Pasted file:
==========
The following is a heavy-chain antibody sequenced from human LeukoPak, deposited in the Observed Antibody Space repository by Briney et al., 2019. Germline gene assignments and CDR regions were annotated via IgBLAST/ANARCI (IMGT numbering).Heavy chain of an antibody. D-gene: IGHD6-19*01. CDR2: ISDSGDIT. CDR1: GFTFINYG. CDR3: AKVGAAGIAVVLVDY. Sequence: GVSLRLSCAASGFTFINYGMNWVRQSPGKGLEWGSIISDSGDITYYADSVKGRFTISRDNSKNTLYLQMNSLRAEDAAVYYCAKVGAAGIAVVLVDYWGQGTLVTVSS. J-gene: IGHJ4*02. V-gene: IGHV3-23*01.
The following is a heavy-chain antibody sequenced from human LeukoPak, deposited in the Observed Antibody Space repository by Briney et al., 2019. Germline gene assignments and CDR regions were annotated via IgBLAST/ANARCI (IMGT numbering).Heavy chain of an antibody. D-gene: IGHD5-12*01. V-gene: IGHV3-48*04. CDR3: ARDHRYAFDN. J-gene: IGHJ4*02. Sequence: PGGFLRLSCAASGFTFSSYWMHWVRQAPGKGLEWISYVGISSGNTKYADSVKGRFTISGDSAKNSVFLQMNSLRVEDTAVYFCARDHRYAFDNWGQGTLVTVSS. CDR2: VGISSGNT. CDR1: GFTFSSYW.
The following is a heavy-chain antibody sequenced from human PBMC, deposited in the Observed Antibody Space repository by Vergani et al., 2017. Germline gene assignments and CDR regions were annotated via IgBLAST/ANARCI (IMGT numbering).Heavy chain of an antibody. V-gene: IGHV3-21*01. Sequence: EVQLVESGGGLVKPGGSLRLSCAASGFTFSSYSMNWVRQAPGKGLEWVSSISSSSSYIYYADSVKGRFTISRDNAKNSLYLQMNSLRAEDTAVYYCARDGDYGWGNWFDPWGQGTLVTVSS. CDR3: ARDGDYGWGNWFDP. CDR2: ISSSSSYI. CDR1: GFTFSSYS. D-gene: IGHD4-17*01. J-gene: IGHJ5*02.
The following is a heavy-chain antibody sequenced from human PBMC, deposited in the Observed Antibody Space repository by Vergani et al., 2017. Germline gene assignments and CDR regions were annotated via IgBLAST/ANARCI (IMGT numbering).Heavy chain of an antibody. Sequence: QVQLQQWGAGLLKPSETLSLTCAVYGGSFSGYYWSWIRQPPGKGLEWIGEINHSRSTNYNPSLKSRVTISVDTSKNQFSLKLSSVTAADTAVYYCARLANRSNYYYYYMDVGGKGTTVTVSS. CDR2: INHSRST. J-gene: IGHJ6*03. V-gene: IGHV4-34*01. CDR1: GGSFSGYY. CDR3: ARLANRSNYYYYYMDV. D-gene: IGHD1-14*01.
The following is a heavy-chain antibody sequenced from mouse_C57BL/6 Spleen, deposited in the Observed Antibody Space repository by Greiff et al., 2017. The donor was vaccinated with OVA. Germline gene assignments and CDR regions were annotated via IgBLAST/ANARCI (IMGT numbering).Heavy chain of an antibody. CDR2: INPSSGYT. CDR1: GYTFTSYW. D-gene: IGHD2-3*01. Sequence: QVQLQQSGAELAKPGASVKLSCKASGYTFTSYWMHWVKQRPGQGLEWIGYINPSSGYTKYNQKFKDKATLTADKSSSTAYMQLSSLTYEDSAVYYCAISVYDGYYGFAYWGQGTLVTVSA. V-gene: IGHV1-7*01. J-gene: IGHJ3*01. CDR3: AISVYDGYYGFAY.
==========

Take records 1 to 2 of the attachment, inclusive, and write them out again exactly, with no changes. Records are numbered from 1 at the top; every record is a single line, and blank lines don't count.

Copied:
The following is a heavy-chain antibody sequenced from human LeukoPak, deposited in the Observed Antibody Space repository by Briney et al., 2019. Germline gene assignments and CDR regions were annotated via IgBLAST/ANARCI (IMGT numbering).Heavy chain of an antibody. D-gene: IGHD6-19*01. CDR2: ISDSGDIT. CDR1: GFTFINYG. CDR3: AKVGAAGIAVVLVDY. Sequence: GVSLRLSCAASGFTFINYGMNWVRQSPGKGLEWGSIISDSGDITYYADSVKGRFTISRDNSKNTLYLQMNSLRAEDAAVYYCAKVGAAGIAVVLVDYWGQGTLVTVSS. J-gene: IGHJ4*02. V-gene: IGHV3-23*01.
The following is a heavy-chain antibody sequenced from human LeukoPak, deposited in the Observed Antibody Space repository by Briney et al., 2019. Germline gene assignments and CDR regions were annotated via IgBLAST/ANARCI (IMGT numbering).Heavy chain of an antibody. D-gene: IGHD5-12*01. V-gene: IGHV3-48*04. CDR3: ARDHRYAFDN. J-gene: IGHJ4*02. Sequence: PGGFLRLSCAASGFTFSSYWMHWVRQAPGKGLEWISYVGISSGNTKYADSVKGRFTISGDSAKNSVFLQMNSLRVEDTAVYFCARDHRYAFDNWGQGTLVTVSS. CDR2: VGISSGNT. CDR1: GFTFSSYW.